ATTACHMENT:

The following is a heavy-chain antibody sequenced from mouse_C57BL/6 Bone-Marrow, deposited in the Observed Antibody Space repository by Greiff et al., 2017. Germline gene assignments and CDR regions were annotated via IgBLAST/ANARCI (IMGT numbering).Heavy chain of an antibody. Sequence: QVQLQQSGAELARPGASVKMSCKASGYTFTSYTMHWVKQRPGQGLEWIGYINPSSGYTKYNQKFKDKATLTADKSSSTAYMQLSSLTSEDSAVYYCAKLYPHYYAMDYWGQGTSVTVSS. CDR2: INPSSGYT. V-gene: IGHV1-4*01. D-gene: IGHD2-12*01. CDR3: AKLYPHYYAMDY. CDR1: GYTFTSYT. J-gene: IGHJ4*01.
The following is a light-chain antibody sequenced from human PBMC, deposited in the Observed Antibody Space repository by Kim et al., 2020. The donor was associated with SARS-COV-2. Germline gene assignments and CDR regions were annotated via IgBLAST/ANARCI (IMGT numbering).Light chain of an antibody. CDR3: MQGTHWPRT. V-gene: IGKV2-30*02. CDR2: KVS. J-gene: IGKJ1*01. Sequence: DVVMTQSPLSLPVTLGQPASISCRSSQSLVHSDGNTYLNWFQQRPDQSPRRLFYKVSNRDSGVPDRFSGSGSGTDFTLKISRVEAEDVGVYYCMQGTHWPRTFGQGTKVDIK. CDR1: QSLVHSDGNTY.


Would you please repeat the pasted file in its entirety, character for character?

The following is a heavy-chain antibody sequenced from mouse_C57BL/6 Bone-Marrow, deposited in the Observed Antibody Space repository by Greiff et al., 2017. Germline gene assignments and CDR regions were annotated via IgBLAST/ANARCI (IMGT numbering).Heavy chain of an antibody. Sequence: QVQLQQSGAELARPGASVKMSCKASGYTFTSYTMHWVKQRPGQGLEWIGYINPSSGYTKYNQKFKDKATLTADKSSSTAYMQLSSLTSEDSAVYYCAKLYPHYYAMDYWGQGTSVTVSS. CDR2: INPSSGYT. V-gene: IGHV1-4*01. D-gene: IGHD2-12*01. CDR3: AKLYPHYYAMDY. CDR1: GYTFTSYT. J-gene: IGHJ4*01.
The following is a light-chain antibody sequenced from human PBMC, deposited in the Observed Antibody Space repository by Kim et al., 2020. The donor was associated with SARS-COV-2. Germline gene assignments and CDR regions were annotated via IgBLAST/ANARCI (IMGT numbering).Light chain of an antibody. CDR3: MQGTHWPRT. V-gene: IGKV2-30*02. CDR2: KVS. J-gene: IGKJ1*01. Sequence: DVVMTQSPLSLPVTLGQPASISCRSSQSLVHSDGNTYLNWFQQRPDQSPRRLFYKVSNRDSGVPDRFSGSGSGTDFTLKISRVEAEDVGVYYCMQGTHWPRTFGQGTKVDIK. CDR1: QSLVHSDGNTY.